Iraq is spiralling into chaos as eight more people were killed and 25 injured in a consecutive week of protests against corruption, unemployment and failed public services.
The latest deaths came in new clashes between protesters and police in the eastern Baghdad suburb of Sadr City, where security forces used live rounds and tear gas. So far the total number of deaths to over 100 people and more than 6,000 wounded in less than a week of unrest.
Prime Minister Adel Abdul Mahdi announced a series of reforms after an “extraordinary” overnight Cabinet session, but politicians and analysts say this will not be enough to end the protests.
Abdul Mahdi’s 17-point plan was the result of an emergency cabinet meeting on Saturday night and comes after days of offering only vague reform promises.
The Prime Minister’s reform plan included granting of plots of land to low-income families, building 100,000 new homes in poor areas, a monthly grant to the unemployed and the disabled, small trading stalls to provide job opportunities, and new training courses for graduates.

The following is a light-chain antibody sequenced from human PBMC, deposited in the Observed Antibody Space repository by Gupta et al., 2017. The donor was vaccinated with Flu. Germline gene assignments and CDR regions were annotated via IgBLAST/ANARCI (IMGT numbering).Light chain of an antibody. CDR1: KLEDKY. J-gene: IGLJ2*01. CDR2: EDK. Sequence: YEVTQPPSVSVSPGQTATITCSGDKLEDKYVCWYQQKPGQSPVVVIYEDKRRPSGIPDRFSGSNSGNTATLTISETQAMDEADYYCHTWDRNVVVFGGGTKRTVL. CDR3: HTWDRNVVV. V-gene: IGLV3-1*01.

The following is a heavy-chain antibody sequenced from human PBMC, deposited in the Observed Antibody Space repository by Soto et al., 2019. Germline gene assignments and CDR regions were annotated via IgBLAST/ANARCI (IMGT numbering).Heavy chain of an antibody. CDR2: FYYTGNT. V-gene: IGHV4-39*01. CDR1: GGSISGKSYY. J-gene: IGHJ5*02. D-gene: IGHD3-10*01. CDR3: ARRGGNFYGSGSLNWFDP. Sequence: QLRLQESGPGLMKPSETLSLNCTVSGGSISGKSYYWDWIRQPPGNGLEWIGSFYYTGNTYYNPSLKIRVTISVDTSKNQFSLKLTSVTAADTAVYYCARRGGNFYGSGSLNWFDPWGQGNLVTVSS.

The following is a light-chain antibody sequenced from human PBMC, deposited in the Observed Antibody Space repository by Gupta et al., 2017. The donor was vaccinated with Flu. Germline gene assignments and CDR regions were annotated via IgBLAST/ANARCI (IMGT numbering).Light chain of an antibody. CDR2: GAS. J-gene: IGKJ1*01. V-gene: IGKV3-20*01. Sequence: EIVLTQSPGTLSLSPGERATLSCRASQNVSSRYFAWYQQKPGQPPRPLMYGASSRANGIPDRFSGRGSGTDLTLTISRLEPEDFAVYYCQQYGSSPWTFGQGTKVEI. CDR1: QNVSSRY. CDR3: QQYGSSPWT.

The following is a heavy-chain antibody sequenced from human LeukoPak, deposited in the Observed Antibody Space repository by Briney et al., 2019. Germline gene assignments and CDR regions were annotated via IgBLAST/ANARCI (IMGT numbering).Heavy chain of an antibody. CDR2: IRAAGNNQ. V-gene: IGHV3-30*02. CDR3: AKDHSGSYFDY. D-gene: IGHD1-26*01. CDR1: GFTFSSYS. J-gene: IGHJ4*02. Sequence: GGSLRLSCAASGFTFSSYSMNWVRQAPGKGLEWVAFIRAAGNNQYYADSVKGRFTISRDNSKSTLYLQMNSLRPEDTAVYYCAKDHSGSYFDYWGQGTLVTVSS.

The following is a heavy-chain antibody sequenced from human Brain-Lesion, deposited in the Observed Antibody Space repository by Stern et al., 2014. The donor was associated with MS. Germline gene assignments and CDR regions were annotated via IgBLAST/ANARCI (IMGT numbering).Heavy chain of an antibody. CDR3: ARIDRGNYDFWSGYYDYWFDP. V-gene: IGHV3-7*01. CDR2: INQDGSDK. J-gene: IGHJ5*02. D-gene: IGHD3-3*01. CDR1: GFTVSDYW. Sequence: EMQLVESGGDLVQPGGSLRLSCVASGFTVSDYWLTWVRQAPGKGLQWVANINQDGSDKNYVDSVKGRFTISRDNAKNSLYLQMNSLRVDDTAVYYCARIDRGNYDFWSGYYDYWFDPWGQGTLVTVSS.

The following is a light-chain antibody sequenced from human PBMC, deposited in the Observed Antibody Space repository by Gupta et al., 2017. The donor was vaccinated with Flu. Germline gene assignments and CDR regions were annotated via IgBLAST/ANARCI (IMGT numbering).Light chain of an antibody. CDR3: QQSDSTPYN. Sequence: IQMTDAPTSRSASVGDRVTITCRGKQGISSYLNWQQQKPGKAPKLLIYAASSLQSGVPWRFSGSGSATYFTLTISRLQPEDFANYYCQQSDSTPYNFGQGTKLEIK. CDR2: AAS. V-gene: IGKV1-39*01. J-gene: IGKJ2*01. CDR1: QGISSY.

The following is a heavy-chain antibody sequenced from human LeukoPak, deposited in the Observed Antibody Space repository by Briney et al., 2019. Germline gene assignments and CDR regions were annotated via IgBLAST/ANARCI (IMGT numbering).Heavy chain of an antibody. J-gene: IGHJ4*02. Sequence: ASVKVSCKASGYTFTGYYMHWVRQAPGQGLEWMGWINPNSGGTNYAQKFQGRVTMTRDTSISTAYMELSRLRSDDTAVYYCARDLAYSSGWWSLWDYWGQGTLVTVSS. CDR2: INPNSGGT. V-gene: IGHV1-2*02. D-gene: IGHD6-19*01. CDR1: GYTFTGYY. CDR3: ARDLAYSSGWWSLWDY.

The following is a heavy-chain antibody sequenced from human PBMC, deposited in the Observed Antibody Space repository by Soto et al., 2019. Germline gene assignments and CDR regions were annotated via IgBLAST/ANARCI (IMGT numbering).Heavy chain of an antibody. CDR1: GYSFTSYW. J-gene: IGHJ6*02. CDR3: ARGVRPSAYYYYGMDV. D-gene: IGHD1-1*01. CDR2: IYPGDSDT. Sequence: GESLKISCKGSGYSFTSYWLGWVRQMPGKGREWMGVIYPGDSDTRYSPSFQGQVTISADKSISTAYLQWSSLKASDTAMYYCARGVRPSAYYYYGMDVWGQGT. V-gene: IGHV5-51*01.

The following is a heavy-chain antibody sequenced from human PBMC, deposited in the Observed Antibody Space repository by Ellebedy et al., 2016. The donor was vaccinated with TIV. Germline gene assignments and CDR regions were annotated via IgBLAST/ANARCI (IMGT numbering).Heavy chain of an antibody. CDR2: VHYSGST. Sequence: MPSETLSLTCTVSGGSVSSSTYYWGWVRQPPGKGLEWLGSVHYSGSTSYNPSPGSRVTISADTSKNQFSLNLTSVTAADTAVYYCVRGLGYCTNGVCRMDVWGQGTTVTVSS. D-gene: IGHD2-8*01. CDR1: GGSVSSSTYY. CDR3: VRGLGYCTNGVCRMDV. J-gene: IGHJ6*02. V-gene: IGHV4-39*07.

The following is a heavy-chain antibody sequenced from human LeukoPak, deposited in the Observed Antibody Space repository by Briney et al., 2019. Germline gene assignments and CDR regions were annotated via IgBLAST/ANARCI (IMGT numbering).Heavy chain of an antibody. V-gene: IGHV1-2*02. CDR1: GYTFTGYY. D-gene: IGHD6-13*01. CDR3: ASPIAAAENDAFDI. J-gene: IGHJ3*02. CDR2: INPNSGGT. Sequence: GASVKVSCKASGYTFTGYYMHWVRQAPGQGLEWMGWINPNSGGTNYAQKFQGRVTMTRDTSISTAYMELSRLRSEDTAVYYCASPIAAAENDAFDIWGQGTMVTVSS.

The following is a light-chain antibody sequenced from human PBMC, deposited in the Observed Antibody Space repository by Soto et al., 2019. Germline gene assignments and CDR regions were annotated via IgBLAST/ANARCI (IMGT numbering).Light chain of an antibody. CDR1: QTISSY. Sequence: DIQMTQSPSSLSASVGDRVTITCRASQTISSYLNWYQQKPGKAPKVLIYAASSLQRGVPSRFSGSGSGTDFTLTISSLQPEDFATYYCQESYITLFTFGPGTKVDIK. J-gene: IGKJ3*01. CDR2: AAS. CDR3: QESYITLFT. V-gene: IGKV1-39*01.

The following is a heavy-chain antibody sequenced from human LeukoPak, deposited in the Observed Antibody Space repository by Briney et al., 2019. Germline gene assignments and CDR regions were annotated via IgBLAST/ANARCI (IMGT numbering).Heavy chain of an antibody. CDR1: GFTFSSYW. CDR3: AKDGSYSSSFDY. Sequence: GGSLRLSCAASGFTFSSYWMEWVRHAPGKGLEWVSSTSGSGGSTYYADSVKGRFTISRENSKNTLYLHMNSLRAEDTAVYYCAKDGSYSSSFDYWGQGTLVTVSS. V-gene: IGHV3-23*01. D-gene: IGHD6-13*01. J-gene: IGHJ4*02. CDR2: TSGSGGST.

Analysts said it would not be enough to assuage protesters who accuse the prime minister of turning a blind eye to excessive force by Iranian-backed armed factions.
It includes increased subsidised housing for the poor, stipends for the unemployed as well as training programs and small loans initiatives for unemployed youth.
Abdul Mahdi’s backers would view the fall of his government as a victory for the US and its allies.
Political analysts speculate that unless reforms are made immediately this protest will carry on and intensify, as, with each death of a protester, the relatives are motivated to push harder.
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